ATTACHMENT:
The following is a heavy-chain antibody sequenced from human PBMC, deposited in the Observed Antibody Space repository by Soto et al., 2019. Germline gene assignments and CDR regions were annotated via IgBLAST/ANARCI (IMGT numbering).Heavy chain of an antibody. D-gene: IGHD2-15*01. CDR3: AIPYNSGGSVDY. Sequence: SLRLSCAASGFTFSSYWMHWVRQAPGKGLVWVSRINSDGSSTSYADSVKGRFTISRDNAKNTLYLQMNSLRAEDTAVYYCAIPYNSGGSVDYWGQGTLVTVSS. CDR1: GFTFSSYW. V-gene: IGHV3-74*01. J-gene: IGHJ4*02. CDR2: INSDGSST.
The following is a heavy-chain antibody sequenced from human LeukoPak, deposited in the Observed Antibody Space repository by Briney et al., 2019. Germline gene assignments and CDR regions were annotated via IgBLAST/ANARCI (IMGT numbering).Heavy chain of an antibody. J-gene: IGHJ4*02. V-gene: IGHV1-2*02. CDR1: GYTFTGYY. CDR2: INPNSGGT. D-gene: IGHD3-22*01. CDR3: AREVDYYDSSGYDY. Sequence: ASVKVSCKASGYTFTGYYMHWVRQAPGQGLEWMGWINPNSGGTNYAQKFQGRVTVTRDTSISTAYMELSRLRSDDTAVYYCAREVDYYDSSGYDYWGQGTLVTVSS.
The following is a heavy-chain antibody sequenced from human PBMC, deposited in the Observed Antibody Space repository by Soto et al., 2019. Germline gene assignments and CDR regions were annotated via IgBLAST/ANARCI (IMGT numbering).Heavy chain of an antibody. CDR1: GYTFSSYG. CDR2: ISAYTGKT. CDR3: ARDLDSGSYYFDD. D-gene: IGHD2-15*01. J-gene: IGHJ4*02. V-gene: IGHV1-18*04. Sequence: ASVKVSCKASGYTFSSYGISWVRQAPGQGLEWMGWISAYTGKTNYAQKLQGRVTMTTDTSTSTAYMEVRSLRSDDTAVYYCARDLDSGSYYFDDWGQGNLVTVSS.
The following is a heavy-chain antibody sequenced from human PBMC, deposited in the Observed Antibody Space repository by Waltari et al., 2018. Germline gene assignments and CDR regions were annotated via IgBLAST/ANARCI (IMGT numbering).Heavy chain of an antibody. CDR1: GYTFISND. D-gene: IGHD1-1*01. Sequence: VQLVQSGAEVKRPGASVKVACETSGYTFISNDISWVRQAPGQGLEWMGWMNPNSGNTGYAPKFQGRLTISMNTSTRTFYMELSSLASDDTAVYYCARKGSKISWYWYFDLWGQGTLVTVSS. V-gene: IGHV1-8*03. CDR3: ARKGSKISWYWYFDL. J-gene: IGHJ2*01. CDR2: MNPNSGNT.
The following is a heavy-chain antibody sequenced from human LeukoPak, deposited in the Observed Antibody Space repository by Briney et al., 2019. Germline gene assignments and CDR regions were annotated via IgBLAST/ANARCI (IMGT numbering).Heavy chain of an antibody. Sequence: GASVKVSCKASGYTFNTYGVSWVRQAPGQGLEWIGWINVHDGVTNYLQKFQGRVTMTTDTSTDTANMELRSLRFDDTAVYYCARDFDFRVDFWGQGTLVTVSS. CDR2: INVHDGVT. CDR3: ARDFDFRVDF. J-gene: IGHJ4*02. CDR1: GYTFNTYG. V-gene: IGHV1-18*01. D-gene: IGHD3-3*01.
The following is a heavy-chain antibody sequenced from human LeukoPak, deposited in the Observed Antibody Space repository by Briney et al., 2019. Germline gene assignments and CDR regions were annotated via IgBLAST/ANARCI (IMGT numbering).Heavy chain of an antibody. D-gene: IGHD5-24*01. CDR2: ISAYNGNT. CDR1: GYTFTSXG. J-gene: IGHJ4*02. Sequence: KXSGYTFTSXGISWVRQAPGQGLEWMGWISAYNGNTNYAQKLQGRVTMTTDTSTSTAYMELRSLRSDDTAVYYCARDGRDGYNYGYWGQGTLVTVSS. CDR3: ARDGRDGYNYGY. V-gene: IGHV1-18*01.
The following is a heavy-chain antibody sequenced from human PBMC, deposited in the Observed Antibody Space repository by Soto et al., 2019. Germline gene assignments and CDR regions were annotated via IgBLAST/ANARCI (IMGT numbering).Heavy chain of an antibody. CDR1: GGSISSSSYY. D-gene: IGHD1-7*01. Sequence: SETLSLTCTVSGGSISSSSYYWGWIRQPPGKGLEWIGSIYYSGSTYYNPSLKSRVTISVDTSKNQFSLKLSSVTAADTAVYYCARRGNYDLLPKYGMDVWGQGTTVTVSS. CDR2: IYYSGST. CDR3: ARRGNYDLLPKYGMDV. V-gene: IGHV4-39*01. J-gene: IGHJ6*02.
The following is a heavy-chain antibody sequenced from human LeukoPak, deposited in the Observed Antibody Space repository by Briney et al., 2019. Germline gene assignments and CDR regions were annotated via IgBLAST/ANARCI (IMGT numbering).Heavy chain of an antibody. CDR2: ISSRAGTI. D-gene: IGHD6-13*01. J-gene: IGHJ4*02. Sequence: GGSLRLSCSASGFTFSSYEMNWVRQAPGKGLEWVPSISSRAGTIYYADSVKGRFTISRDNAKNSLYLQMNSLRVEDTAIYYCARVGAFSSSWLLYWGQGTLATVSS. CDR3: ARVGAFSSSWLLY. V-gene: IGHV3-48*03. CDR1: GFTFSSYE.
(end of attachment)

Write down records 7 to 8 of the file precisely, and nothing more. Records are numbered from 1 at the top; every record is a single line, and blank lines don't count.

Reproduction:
The following is a heavy-chain antibody sequenced from human PBMC, deposited in the Observed Antibody Space repository by Soto et al., 2019. Germline gene assignments and CDR regions were annotated via IgBLAST/ANARCI (IMGT numbering).Heavy chain of an antibody. CDR1: GGSISSSSYY. D-gene: IGHD1-7*01. Sequence: SETLSLTCTVSGGSISSSSYYWGWIRQPPGKGLEWIGSIYYSGSTYYNPSLKSRVTISVDTSKNQFSLKLSSVTAADTAVYYCARRGNYDLLPKYGMDVWGQGTTVTVSS. CDR2: IYYSGST. CDR3: ARRGNYDLLPKYGMDV. V-gene: IGHV4-39*01. J-gene: IGHJ6*02.
The following is a heavy-chain antibody sequenced from human LeukoPak, deposited in the Observed Antibody Space repository by Briney et al., 2019. Germline gene assignments and CDR regions were annotated via IgBLAST/ANARCI (IMGT numbering).Heavy chain of an antibody. CDR2: ISSRAGTI. D-gene: IGHD6-13*01. J-gene: IGHJ4*02. Sequence: GGSLRLSCSASGFTFSSYEMNWVRQAPGKGLEWVPSISSRAGTIYYADSVKGRFTISRDNAKNSLYLQMNSLRVEDTAIYYCARVGAFSSSWLLYWGQGTLATVSS. CDR3: ARVGAFSSSWLLY. V-gene: IGHV3-48*03. CDR1: GFTFSSYE.